Low Young's modulus in Ti-Nb-Ta-Zr-O alloys: Cold working and oxygen effects

M. Tane, T. Nakano, S. Kuramoto, M. Hara, M. Niinomi, N. Takesue, T. Yano, H. Nakajima

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111 Citations (Scopus)


The origin of the low Young's modulus of cold worked Ti-36Nb-2Ta-3Zr-xO mass% polycrystals with a body-centered cubic (β-phase) structure, referred to as gum metal, was investigated with a focus on the roles of oxygen concentration, the electron-atom (e/a) ratio, and the cold working process. Analysis of the temperature dependence of the microstructures and elastic properties of single crystals at x = 0.09, 0.36, 0.51% O using transmission electron microscopy and an electromagnetic acoustic resonance method, respectively, revealed that the shear moduli c′ and c44 of the 0.36 and 0.51% O alloys softened upon cooling near room temperature (RT) and exhibited low values at RT. This was because suppression of the α″ martensitic transformation by oxygen addition led to retention of the low stability single β-phase state at RT. The Hill approximation indicated that the low c′ and c44 values caused by softening gave rise to the low Young's modulus, which is common to some Ti-Nb-based alloys with an e/a ratio of ∼4.24. Analysis of the microstructures and elastic properties of solution-treated and cold worked x = 0.06, 0.30, 0.47% O alloy polycrystals at RT revealed that the Young's modulus increased upon 90% cold working due to formation of the α″ martensite phase (0.09% O) and ω phase (0.09, 0.30, and 0.47% O) with a high elastic modulus in the β-phase matrix. However, increasing the oxygen concentration suppresses the increase in Young's modulus because oxygen addition decreases the amount of α″ and ω phases formed while retaining the low stability β phase. Therefore, cold working combined with oxygen addition produces a low Young's modulus compatible with high strength.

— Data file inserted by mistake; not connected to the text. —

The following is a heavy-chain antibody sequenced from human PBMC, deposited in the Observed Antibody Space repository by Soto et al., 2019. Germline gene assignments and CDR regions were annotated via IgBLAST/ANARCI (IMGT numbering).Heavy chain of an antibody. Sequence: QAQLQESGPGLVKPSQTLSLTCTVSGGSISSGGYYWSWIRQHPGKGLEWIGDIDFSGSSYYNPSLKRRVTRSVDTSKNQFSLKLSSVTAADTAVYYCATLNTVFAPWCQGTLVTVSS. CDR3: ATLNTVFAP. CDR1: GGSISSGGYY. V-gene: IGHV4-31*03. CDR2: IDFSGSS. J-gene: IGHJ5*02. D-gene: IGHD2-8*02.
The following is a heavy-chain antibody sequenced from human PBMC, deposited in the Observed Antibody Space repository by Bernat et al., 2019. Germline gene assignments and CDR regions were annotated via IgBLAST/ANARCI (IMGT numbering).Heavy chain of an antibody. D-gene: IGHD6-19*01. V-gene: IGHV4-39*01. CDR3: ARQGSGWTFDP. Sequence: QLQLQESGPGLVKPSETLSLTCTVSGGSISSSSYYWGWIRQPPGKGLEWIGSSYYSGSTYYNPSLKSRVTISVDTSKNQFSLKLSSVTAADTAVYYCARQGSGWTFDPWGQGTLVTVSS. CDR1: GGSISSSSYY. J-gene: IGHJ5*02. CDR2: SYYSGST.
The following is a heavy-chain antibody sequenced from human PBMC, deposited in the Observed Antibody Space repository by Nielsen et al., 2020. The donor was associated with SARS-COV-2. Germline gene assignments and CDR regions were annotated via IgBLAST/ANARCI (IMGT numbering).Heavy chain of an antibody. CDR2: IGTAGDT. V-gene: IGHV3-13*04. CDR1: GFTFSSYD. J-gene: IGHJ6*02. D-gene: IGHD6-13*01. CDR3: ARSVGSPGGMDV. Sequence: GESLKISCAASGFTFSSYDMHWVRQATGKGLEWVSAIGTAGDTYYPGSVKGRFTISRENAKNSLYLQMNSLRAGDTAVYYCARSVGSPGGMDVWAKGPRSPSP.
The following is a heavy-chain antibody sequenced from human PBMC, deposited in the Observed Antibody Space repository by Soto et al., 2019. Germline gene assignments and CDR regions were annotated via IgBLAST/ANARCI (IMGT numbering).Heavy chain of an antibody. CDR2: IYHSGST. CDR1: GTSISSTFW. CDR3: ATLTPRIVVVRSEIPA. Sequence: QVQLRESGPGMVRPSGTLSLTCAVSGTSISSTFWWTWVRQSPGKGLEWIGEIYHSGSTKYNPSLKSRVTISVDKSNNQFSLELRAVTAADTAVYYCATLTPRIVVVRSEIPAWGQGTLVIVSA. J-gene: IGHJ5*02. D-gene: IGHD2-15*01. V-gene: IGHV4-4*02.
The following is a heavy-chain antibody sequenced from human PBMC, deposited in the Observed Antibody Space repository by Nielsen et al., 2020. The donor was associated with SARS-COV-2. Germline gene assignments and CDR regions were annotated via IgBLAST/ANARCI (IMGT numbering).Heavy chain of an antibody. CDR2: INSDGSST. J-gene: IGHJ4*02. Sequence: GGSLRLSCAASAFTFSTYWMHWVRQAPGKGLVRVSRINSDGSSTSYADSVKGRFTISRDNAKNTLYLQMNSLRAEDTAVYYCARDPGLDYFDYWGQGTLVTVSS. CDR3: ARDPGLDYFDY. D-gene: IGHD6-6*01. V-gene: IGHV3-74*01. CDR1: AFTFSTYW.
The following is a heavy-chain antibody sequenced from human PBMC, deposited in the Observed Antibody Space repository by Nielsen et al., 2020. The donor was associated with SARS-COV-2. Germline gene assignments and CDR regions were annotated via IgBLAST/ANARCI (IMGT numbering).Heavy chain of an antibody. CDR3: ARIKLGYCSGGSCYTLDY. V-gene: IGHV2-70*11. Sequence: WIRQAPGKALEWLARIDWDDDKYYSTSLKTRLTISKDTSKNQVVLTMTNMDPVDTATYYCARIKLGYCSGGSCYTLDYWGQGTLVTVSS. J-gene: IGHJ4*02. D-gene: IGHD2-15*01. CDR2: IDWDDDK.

Original languageEnglish
Pages (from-to)6975-6988
Number of pages14
JournalActa Materialia
Issue number18
Publication statusPublished - 2011 Oct


  • Acoustic methods
  • Elastic properties
  • Oxygen
  • Single crystal
  • Titanium alloys

ASJC Scopus subject areas

  • Electronic, Optical and Magnetic Materials
  • Ceramics and Composites
  • Polymers and Plastics
  • Metals and Alloys


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